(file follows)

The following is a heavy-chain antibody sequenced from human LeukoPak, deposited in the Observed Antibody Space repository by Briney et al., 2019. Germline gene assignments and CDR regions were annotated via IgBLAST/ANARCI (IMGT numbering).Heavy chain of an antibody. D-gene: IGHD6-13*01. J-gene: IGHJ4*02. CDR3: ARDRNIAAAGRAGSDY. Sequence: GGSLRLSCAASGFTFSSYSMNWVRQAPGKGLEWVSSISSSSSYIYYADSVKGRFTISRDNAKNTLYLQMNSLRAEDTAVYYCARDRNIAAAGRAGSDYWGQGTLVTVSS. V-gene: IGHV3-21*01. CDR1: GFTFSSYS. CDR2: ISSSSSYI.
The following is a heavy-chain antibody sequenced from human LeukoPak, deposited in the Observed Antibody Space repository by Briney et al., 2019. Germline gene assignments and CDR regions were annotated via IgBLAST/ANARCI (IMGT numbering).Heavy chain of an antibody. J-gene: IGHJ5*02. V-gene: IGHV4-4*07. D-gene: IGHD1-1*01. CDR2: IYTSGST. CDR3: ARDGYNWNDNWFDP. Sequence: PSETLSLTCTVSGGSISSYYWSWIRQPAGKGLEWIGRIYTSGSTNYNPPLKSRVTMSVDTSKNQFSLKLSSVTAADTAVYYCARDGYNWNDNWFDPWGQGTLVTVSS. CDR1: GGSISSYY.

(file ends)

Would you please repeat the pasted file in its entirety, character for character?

The following is a heavy-chain antibody sequenced from human LeukoPak, deposited in the Observed Antibody Space repository by Briney et al., 2019. Germline gene assignments and CDR regions were annotated via IgBLAST/ANARCI (IMGT numbering).Heavy chain of an antibody. D-gene: IGHD6-13*01. J-gene: IGHJ4*02. CDR3: ARDRNIAAAGRAGSDY. Sequence: GGSLRLSCAASGFTFSSYSMNWVRQAPGKGLEWVSSISSSSSYIYYADSVKGRFTISRDNAKNTLYLQMNSLRAEDTAVYYCARDRNIAAAGRAGSDYWGQGTLVTVSS. V-gene: IGHV3-21*01. CDR1: GFTFSSYS. CDR2: ISSSSSYI.
The following is a heavy-chain antibody sequenced from human LeukoPak, deposited in the Observed Antibody Space repository by Briney et al., 2019. Germline gene assignments and CDR regions were annotated via IgBLAST/ANARCI (IMGT numbering).Heavy chain of an antibody. J-gene: IGHJ5*02. V-gene: IGHV4-4*07. D-gene: IGHD1-1*01. CDR2: IYTSGST. CDR3: ARDGYNWNDNWFDP. Sequence: PSETLSLTCTVSGGSISSYYWSWIRQPAGKGLEWIGRIYTSGSTNYNPPLKSRVTMSVDTSKNQFSLKLSSVTAADTAVYYCARDGYNWNDNWFDPWGQGTLVTVSS. CDR1: GGSISSYY.